Hoping to keep his seat on the bench, District Judge Ron Israel questioned the fairness of a Las Vegas Review-Journal survey that gave him one of the lowest retention scores in Clark County.
“It’s not a survey, it’s a popularity poll conducted by the Review-Journal,” Israel said during a debate against one of his opponents, attorney Jim Cavanaugh, hosted by the newspaper. “In fact, after almost six weeks, they didn’t even have enough people responding, so they had to extend the time another month.”
“To be clear, the Review-Journal didn’t conduct this survey,” Cook said. “The survey was conducted by expert researchers at UNLV who believe they had more than enough participation from Southern Nevada attorneys to yield scientifically valid results. The Review-Journal has produced ‘Judging the Judges’ for decades as a public service to voters, who have found it especially valuable in identifying the best and the worst judges on the bench.”
Because of the COVID-19 pandemic, the judicial debate was conducted as a videoconference.
Only 46 percent of lawyers surveyed last year said they thought Israel should keep his seat. Cavanaugh pointed to that score, along with the lowest summary score in Clark County District Court for the individual questions regarding performance, as his motivation for trying to unseat Israel in Department 28.
“I think Judge Israel is a good man, but I’m primarily running because I believe he has not (done a good job), sadly,” Cavanaugh said. “When you have over half of the bar rating you as nonretainable and having the lowest summary score, that means something.”
A third candidate for the position, attorney Alexandra McLeod, declined an invitation to participate.
Israel also suggested that those who gave him a low rating may simply have been attorneys who did not agree with his decisions, pointing out that the Nevada Supreme Court has not overturned one of his decisions in a personal injury case in his 10 years on the bench.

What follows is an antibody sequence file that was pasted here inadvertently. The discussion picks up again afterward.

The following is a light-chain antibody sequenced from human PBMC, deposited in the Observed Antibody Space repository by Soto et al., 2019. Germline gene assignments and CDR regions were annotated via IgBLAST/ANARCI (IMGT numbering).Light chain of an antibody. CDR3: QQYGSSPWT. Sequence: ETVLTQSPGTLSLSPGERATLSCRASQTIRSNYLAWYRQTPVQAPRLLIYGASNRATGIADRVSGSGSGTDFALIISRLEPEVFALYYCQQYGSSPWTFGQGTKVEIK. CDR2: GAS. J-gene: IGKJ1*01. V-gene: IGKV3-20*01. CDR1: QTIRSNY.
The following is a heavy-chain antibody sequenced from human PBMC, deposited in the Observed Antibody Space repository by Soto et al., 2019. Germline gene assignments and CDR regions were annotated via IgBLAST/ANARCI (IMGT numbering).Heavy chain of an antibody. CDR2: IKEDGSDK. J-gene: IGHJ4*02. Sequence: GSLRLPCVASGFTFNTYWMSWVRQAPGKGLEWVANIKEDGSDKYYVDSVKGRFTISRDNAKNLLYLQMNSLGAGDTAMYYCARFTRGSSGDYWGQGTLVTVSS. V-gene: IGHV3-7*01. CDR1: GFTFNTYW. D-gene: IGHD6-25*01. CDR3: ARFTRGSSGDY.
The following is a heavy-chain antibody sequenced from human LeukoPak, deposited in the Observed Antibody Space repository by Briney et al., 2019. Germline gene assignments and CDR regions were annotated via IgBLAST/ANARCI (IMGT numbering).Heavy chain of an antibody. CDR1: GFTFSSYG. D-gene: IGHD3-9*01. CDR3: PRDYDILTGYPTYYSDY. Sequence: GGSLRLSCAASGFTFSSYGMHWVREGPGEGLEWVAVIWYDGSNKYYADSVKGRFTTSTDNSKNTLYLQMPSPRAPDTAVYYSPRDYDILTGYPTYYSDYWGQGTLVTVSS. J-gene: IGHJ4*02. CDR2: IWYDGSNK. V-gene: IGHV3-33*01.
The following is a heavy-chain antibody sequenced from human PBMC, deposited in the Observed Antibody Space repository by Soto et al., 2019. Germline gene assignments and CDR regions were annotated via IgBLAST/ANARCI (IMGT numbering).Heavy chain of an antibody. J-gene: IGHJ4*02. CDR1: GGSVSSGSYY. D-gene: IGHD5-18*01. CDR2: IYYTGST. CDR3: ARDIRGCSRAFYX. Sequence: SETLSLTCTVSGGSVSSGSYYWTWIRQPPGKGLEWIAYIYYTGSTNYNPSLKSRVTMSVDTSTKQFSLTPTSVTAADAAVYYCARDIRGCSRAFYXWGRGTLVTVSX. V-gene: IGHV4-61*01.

The top two finishers in the June primary will advance to November’s general election. But if the first-place finisher gets more than 50 percent of the vote in the primary, that candidate will win the election.
It was the fifth debate hosted by the Review Journal, and the first to be done via videoconference. While the newspaper had scheduled 23 events for more than 70 candidates in judicial primary races for the Supreme Court, District Court and Family Court, further judicial debates have been postponed indefinitely in the wake of the COVID-19 outbreak.
Cavanaugh touted his 20 years of practice in Las Vegas and seven years in California, primarily as a commercial litigator.
“I think I’ve got a reputation among the people I’ve worked with to be someone who’s fair and forthright,” he said.
In the midst of the coronavirus outbreak, debate moderator Victor Joecks asked whether judges should start releasing nonviolent inmates.
“I would encourage the furtherance of that process,” Israel said, noting that he would favor defendants who are “low risk” to reoffend.
“Especially in these times, taking away somebody’s liberty and exposing them to perhaps life-threatening health conditions just doesn’t seem fair or appropriate at this time,” he said.